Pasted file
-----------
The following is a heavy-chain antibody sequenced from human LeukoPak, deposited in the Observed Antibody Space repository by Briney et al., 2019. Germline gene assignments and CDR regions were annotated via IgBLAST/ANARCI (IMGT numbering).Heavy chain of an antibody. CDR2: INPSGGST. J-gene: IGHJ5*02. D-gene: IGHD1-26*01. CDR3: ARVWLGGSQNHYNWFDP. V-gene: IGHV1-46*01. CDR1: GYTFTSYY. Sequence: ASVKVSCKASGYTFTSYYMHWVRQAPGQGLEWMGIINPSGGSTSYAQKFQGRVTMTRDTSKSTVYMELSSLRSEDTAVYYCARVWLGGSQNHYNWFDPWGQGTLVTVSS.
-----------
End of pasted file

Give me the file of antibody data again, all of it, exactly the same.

The following is a heavy-chain antibody sequenced from human LeukoPak, deposited in the Observed Antibody Space repository by Briney et al., 2019. Germline gene assignments and CDR regions were annotated via IgBLAST/ANARCI (IMGT numbering).Heavy chain of an antibody. CDR2: INPSGGST. J-gene: IGHJ5*02. D-gene: IGHD1-26*01. CDR3: ARVWLGGSQNHYNWFDP. V-gene: IGHV1-46*01. CDR1: GYTFTSYY. Sequence: ASVKVSCKASGYTFTSYYMHWVRQAPGQGLEWMGIINPSGGSTSYAQKFQGRVTMTRDTSKSTVYMELSSLRSEDTAVYYCARVWLGGSQNHYNWFDPWGQGTLVTVSS.